Lawmakers face yet another deadline over the federal budget on Thursday, raising the possibility of a second consecutive government shutdown. Amid this latest round of budget negotiations, the debt limit “X Date” is quietly approaching (BPC’s latest projection is March 2018), at which point the federal government would no longer be able to meet its financial obligations in full and on time. Given the proximity of those two events, if an agreement on budget levels and other key priorities cannot be reached, it will be important to know how a government shutdown could interact with the debt limit.
A prolonged shutdown at this time during tax season could have an impact on the “X Date,” primarily because it could delay the processing of 2018 tax refunds. However, our analysis of recent government shutdowns shows that to have a large enough impact to materially move the “X Date,” a government shutdown would have to last at least a week, possibly longer. According to our analysis, other categories of spending do not fall significantly enough to have a large “X Date” impact.
Unlike other recent shutdowns, the impending one would land squarely in the middle of tax season. Given IRS guidance that, in the case of a shutdown, employees in charge of issuing tax refunds would be furloughed, any extended closure would likely slow down the distribution of refunds. Tax return filing started as early as Jan. 29, and any refunds owed are typically delivered by the IRS within 21 days. If disbursement of refunds takes longer than usual, it could push the “X Date” later, because the government would be holding those funds longer.
In the case of a shutdown, employees in charge of issuing tax refunds would be furloughed, any extended closure would likely slow down the distribution of refunds.
Last year, individual tax refunds totaled about $180 billion during February and March, so the pool in question is large enough to have an impact if a portion of it were delayed by several weeks. The longer a government shutdown continues the more refunds would be delayed, potentially pushing back the “X Date.”
Refunds are the key question mark when it comes to a potential shutdown’s impact on the “X Date,” because our analysis of other spending showed only small effects. Using the Treasury Department’s daily statements, we examined key categories of spending, comparing their levels during the shutdown to the equivalent days in the years that came immediately before and after. The most recent shutdown of significant length, which took place in 2013 from October 1 to 16, began on the first day of the fiscal year and lasted for just over two weeks. Overall, most categories of spending experienced little-to-no decline compared to the same period in 2012 and 2014.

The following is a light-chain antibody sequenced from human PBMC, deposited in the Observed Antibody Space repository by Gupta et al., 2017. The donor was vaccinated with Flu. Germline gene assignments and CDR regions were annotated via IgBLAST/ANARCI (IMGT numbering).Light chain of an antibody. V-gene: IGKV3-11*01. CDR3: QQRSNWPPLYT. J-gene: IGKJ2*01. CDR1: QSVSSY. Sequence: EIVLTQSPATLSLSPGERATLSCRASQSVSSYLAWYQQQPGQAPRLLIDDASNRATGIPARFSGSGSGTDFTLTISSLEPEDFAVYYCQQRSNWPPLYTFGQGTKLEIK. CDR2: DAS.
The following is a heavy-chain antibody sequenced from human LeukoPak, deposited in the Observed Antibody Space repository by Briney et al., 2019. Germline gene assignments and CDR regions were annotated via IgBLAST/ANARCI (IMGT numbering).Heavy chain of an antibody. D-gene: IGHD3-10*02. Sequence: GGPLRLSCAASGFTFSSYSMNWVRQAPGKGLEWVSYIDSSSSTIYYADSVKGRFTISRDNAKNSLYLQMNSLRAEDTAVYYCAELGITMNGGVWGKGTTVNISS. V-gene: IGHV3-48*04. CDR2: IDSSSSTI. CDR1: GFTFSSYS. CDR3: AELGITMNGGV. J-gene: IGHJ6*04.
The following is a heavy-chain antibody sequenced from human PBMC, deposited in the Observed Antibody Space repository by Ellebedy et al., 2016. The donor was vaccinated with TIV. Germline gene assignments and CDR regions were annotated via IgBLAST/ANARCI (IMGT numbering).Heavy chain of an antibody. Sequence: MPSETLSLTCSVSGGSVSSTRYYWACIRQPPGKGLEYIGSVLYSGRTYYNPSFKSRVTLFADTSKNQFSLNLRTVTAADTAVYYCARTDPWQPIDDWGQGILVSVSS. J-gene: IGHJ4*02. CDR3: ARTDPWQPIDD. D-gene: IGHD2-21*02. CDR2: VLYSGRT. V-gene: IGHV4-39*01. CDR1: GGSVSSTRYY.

10/1/12 - 10/16/12
10/1/13 - 10/16/13
9/30/14 - 10/15/14
Source: Daily Treasury Statements; BPC Calculations
Specific categories of spending that one might assume would be affected by a shutdown only show relatively small changes. Funding for unemployment insurance is mandatory (i.e., not annually appropriated), so this spending should have been unaffected by the shutdown. Indeed, the drop in spending on unemployment insurance over the three years roughly mirrored the downward trend in the number of new unemployment insurance claims, which fell from 330,000 during the first week of October 2012 to 258,000 in October 2014. Even categories of spending that are primarily discretionary, such as highways and energy, did not see a noticeable decrease, likely because certain spending is exempted by law from the shutdown or was already appropriated in prior years.
The biggest exception is that spending on federal salaries did decrease from $8.7 billion in 2012 to $6.2 billion during the shutdown year. While some of the difference could be explained by natural variation (or sequestration), furloughs from the shutdown almost certainly contributed. Overall, there is a strong case that spending fell as a result of the 2013 shutdown, but the magnitude was relatively small.
These effects are similar to what we found when analyzing the three-week shutdown from December 1995 to January 1996. Although it lasted longer, spending levels during this period saw even less fluctuation than in 2013 because seven appropriations bills were passed before the shutdown began.
12/19/94 - 1/6/95
Source: Daily Treasury Statements, Courtesy of Haver Analytics; BPC Calculations
The bottom line: if a shutdown materializes, it would need to last for an extended period into tax refund season to have a material impact on the “X Date.” Changes in spending not related to tax returns would only have a modest impact on Treasury’s cash flows. The spending effects of a short-term government shutdown is likely already captured by fluctuation within BPC’s “X Date” range, and does not warrant an entirely new projection. BPC plans to issue an updated projection soon, taking into account the effects of the new tax law on the “X Date.”